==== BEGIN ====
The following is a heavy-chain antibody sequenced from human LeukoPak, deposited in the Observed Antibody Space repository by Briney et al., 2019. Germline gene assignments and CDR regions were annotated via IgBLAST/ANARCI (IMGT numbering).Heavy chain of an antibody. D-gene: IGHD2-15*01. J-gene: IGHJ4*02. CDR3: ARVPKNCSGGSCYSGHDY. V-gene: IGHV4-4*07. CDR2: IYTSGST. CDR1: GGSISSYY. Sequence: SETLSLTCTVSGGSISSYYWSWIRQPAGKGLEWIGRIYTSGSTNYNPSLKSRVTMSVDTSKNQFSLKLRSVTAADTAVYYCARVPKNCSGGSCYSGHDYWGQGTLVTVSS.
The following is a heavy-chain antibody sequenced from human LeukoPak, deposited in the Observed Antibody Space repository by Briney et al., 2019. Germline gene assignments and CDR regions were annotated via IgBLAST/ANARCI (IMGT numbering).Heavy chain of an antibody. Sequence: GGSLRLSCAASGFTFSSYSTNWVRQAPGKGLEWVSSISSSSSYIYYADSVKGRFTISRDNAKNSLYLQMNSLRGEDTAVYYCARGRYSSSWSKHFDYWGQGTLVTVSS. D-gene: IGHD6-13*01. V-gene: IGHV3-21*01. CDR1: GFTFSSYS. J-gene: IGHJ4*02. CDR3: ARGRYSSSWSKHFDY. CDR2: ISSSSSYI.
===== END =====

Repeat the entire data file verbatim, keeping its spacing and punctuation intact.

The following is a heavy-chain antibody sequenced from human LeukoPak, deposited in the Observed Antibody Space repository by Briney et al., 2019. Germline gene assignments and CDR regions were annotated via IgBLAST/ANARCI (IMGT numbering).Heavy chain of an antibody. D-gene: IGHD2-15*01. J-gene: IGHJ4*02. CDR3: ARVPKNCSGGSCYSGHDY. V-gene: IGHV4-4*07. CDR2: IYTSGST. CDR1: GGSISSYY. Sequence: SETLSLTCTVSGGSISSYYWSWIRQPAGKGLEWIGRIYTSGSTNYNPSLKSRVTMSVDTSKNQFSLKLRSVTAADTAVYYCARVPKNCSGGSCYSGHDYWGQGTLVTVSS.
The following is a heavy-chain antibody sequenced from human LeukoPak, deposited in the Observed Antibody Space repository by Briney et al., 2019. Germline gene assignments and CDR regions were annotated via IgBLAST/ANARCI (IMGT numbering).Heavy chain of an antibody. Sequence: GGSLRLSCAASGFTFSSYSTNWVRQAPGKGLEWVSSISSSSSYIYYADSVKGRFTISRDNAKNSLYLQMNSLRGEDTAVYYCARGRYSSSWSKHFDYWGQGTLVTVSS. D-gene: IGHD6-13*01. V-gene: IGHV3-21*01. CDR1: GFTFSSYS. J-gene: IGHJ4*02. CDR3: ARGRYSSSWSKHFDY. CDR2: ISSSSSYI.